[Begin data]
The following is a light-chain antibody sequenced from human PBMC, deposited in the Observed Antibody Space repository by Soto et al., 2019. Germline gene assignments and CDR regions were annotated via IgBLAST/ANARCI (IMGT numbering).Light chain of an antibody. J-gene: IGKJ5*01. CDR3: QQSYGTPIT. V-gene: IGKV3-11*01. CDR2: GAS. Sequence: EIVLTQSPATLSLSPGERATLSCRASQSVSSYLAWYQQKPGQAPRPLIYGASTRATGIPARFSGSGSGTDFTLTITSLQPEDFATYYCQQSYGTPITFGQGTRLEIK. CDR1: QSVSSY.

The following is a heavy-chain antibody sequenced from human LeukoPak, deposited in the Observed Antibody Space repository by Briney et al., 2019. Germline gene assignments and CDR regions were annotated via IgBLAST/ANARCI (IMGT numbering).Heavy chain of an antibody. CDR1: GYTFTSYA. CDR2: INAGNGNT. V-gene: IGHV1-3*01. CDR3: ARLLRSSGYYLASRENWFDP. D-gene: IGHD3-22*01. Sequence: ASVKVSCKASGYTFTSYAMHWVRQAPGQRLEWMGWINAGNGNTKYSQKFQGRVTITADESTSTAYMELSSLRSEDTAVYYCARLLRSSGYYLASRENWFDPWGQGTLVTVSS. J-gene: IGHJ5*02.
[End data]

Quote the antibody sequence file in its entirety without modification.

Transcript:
The following is a light-chain antibody sequenced from human PBMC, deposited in the Observed Antibody Space repository by Soto et al., 2019. Germline gene assignments and CDR regions were annotated via IgBLAST/ANARCI (IMGT numbering).Light chain of an antibody. J-gene: IGKJ5*01. CDR3: QQSYGTPIT. V-gene: IGKV3-11*01. CDR2: GAS. Sequence: EIVLTQSPATLSLSPGERATLSCRASQSVSSYLAWYQQKPGQAPRPLIYGASTRATGIPARFSGSGSGTDFTLTITSLQPEDFATYYCQQSYGTPITFGQGTRLEIK. CDR1: QSVSSY.

The following is a heavy-chain antibody sequenced from human LeukoPak, deposited in the Observed Antibody Space repository by Briney et al., 2019. Germline gene assignments and CDR regions were annotated via IgBLAST/ANARCI (IMGT numbering).Heavy chain of an antibody. CDR1: GYTFTSYA. CDR2: INAGNGNT. V-gene: IGHV1-3*01. CDR3: ARLLRSSGYYLASRENWFDP. D-gene: IGHD3-22*01. Sequence: ASVKVSCKASGYTFTSYAMHWVRQAPGQRLEWMGWINAGNGNTKYSQKFQGRVTITADESTSTAYMELSSLRSEDTAVYYCARLLRSSGYYLASRENWFDPWGQGTLVTVSS. J-gene: IGHJ5*02.